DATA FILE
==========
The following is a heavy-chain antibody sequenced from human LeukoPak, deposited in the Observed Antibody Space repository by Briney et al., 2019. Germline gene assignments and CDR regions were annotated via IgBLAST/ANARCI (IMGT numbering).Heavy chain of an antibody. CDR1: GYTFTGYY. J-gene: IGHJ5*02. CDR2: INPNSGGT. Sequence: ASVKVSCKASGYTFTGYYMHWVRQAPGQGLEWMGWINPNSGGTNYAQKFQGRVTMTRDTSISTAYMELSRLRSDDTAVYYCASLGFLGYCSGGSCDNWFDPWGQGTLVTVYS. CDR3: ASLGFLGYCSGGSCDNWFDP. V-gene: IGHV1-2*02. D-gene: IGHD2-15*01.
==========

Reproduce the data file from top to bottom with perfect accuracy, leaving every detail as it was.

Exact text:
The following is a heavy-chain antibody sequenced from human LeukoPak, deposited in the Observed Antibody Space repository by Briney et al., 2019. Germline gene assignments and CDR regions were annotated via IgBLAST/ANARCI (IMGT numbering).Heavy chain of an antibody. CDR1: GYTFTGYY. J-gene: IGHJ5*02. CDR2: INPNSGGT. Sequence: ASVKVSCKASGYTFTGYYMHWVRQAPGQGLEWMGWINPNSGGTNYAQKFQGRVTMTRDTSISTAYMELSRLRSDDTAVYYCASLGFLGYCSGGSCDNWFDPWGQGTLVTVYS. CDR3: ASLGFLGYCSGGSCDNWFDP. V-gene: IGHV1-2*02. D-gene: IGHD2-15*01.